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Guest Review: Kirk On Fried


Anna Kirk reviews
by Philip Fried

The New York poet Philip Fried has been editing The Manhattan Review since he founded it back in 1980, so is well-used to reading through vast swathes of poetry by various poets from various countries and then compiling his selection in an interesting and appealing way for readers. It must be a very different business compiling a book of one’s own work however; sifting through past collections, making old poems sit coherently with both each other and the more recently written. Yet the construction of Early/Late proves successful. It is comprised of selected poems from his previous four collections: Mutual Trespasses (1988), Quantum Genesis (1997), Big Men Speaking to Little Men (2006), and Cohort (2009), opening with a series of new poems entitled The Emanation Crunch.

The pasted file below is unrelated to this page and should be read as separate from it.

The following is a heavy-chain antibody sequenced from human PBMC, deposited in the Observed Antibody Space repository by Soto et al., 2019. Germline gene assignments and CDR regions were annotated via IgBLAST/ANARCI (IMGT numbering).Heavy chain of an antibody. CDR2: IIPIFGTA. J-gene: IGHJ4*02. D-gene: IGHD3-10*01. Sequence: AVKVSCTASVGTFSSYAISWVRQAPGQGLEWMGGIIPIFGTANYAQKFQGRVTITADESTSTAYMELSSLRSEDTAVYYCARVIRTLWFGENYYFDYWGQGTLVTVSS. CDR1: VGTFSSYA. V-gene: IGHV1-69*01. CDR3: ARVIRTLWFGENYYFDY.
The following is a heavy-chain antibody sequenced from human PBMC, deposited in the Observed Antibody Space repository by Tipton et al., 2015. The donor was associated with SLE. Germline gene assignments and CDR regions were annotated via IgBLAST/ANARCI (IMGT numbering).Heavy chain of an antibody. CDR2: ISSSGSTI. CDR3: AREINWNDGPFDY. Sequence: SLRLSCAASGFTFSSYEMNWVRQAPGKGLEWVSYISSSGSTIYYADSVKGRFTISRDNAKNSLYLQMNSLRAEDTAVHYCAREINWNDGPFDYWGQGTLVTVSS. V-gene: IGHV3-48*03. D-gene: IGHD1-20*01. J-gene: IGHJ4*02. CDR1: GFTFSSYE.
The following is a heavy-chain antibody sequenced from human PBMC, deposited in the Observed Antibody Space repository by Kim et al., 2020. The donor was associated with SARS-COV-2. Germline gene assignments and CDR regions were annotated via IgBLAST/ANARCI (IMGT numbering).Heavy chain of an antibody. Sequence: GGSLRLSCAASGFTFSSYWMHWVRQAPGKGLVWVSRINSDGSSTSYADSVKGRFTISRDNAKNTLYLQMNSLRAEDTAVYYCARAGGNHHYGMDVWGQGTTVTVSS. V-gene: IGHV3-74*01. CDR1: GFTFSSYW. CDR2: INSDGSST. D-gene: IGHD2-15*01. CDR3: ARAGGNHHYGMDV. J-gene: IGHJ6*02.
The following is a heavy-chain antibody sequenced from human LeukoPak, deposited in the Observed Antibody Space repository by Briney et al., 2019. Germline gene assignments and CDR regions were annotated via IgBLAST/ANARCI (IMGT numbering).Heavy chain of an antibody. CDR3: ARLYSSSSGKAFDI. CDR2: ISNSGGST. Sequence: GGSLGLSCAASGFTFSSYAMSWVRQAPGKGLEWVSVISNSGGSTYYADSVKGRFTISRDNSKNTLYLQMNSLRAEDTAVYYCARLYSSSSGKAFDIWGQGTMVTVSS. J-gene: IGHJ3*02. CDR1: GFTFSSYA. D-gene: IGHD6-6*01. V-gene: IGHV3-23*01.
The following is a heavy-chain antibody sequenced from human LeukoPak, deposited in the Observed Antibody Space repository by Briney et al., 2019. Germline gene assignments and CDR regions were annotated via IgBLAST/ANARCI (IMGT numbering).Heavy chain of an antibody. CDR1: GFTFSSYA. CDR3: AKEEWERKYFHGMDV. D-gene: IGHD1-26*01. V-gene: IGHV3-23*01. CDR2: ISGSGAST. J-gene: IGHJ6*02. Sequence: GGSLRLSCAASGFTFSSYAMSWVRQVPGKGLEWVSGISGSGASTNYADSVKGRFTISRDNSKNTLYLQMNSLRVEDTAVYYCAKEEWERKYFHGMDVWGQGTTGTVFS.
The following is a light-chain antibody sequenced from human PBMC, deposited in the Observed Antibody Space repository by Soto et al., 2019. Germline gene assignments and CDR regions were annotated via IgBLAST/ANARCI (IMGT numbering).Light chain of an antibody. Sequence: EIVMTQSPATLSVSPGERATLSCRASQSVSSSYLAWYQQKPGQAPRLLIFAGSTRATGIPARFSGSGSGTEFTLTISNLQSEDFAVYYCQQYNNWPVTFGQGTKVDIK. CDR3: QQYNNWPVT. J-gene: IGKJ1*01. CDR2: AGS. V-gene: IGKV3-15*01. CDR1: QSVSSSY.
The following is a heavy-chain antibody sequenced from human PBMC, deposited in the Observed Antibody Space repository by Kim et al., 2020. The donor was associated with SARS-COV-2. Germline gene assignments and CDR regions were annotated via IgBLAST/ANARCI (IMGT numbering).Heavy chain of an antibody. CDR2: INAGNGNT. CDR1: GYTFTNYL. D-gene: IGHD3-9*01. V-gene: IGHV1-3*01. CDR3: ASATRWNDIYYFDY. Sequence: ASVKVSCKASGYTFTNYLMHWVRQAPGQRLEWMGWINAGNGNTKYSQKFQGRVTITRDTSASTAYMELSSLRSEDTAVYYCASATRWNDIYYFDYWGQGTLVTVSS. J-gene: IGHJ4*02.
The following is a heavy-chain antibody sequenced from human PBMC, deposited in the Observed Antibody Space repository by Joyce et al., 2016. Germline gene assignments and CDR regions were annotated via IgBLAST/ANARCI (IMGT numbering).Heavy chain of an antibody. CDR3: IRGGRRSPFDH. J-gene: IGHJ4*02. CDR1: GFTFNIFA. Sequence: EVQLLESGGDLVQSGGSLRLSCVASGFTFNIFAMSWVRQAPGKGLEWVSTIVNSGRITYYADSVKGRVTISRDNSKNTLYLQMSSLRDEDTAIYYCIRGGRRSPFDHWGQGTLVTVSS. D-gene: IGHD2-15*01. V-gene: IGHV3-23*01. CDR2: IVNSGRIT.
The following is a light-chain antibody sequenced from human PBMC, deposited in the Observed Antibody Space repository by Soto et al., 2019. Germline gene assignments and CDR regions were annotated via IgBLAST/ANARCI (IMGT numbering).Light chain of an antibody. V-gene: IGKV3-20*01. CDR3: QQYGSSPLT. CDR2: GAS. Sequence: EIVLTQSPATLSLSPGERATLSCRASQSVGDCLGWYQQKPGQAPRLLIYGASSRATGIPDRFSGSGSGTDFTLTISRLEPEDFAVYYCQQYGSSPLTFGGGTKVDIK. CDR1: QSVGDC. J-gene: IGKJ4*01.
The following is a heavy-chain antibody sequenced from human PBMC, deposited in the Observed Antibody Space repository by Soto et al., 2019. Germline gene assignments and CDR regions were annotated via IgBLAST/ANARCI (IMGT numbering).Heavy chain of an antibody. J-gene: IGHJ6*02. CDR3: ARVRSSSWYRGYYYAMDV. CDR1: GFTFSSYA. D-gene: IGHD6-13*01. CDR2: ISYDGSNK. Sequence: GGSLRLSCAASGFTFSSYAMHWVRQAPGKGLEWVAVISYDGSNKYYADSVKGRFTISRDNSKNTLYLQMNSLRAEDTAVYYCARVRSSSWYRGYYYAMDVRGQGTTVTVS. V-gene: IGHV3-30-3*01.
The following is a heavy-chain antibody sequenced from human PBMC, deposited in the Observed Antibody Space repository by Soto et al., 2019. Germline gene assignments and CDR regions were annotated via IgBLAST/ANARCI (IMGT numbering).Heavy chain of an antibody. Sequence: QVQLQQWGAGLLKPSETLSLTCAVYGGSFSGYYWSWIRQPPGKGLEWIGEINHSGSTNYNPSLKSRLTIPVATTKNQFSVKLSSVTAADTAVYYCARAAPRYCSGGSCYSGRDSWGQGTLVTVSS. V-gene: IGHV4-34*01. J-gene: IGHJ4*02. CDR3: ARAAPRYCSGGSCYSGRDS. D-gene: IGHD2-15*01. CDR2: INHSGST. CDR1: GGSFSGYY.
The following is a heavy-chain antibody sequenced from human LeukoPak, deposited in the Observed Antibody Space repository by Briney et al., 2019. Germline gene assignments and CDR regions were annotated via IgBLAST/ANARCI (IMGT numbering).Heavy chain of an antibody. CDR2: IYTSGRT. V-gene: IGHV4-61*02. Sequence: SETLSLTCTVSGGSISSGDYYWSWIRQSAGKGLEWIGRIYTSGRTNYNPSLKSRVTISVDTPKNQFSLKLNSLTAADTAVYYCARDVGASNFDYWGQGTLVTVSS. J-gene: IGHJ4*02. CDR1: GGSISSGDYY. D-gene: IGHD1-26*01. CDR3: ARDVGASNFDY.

Being new to Fried’s work (which, having read this extensive volume, seems absurd to me now), my first impression of him came from his most recent poems. The Emanation Crunch is high concept poetry and unvaried in theme. It is a reaction to the current economic crisis and the modern technological world, with Fried absorbing and engaging with the corporate slogans and advertising lingo that has become so common and integrated in our everyday language. These poems read like memos and statements sent down from big businesses, ‘Our mission: to work as instruments of financial faith by/restoring credible options for the global marketplace’ (‘From the Mortality Desk’). Yet Fried interweaves this faceless and all-too-recognisable rhetoric with biblical language. He plays with the idea of heaven being like a business, with all its hierarchy and doctrines. ‘Celestial, Inc’ is addressed to a worker laid off due to a downsizing: ‘I wish/you every success in your post-salvation existence’. The comparison of heaven and profitable companies is also present in earlier collections, with angels being represented as ‘the vice presidents of creation,/promoted and promoted but only so high…/exposed by the slash of the heavenly accountant (‘The Angels Laugh’). Fried draws out the humour in this recurring idea, imagining the room service in ‘Heavenly Enterprises’ as being ‘run by the Four Prophets, Izzy, Jerry, Zeke and Mike’, and creating a twitter account for God, each stanza of ‘Following Him on Twitter’ being around 140 characters long and written in a self-consciously biblical language.